One of those taking part is Dmitry Golovin, a burly 47-year-old former bodybuilder and owner of a tool-leasing company. Golovin says he was motivated to become politically active after local bureaucrats began leaning on and interfering in his business.
Golovin ridiculed the Kremlin's efforts to smear the protesters as tools of the U.S. State Department. He thinks Putin has had more than enough time in power.
"He [Putin] wants to be crowned as a tsar and he wants me to agree to that. I'll never agree to that," Golovin says. "He wants everything to remain as it is now -- that is to say, they can steal as much as they like while we look on silently and wipe away our tears of fury."
He says, however, that he's "a strong person."
"I can't allow myself to sit in the kitchen crying because everything is bad and everything is gone," Golovin says, "so I take action, I do something."
But Golovin admits he is one of only a handful of local entrepreneurs who dare to take this bold step. Most, he says, fear reprisals despite loathing the local authorities for harassing their businesses.
In terms of sheer numbers, Yekaterinburg’s protests have not showed the staying power of anti-Kremlin demonstrations in Moscow that have consistently amassed tens of thousands. The December 10 rally that drew 5,000 people, the largest the city has seen in more than a decade, was the talk of the town. But a week later, only half that total turned up.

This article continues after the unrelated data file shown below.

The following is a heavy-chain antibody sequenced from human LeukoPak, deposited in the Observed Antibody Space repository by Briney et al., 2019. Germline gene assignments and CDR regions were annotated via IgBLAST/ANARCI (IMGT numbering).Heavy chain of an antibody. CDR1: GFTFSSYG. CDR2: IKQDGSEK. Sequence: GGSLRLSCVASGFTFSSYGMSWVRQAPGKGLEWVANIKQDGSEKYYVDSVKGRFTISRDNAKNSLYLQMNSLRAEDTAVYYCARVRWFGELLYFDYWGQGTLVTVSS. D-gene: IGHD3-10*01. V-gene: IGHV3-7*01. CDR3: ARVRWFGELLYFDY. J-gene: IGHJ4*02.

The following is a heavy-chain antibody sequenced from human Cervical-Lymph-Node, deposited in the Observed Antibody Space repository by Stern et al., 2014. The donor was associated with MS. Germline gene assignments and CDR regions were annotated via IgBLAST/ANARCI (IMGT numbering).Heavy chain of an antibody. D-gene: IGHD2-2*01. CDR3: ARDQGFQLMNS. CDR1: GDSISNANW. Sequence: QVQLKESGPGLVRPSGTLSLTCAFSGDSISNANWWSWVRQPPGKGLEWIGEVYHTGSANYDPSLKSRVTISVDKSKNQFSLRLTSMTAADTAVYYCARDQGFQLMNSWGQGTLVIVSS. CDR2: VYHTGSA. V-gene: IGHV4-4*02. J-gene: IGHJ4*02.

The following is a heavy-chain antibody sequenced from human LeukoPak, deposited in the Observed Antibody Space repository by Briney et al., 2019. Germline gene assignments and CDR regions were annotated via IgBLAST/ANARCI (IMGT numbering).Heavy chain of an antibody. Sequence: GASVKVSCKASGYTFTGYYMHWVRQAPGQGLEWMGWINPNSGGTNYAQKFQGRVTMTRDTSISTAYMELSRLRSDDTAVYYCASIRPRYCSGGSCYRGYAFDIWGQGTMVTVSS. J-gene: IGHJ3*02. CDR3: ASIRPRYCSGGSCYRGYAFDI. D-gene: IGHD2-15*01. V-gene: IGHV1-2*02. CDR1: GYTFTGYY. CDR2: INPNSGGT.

But analyst Kiselyov says the protest mood goes far deeper than turnout at rallies. Going forward, he expects it to be driven by local concerns like the restoration of direct elections for the city's mayor.
Likewise, Pronishchev stresses that the city's protest mood runs deeper than numbers at rallies.
"With the Internet, society has activated its desire for change," Pronishchev says. "It is a change that doesn't suit certain people. This need became activated in the street protests where everyone who gathered online marched offline. Even if people stop coming out to the square, that need will remain."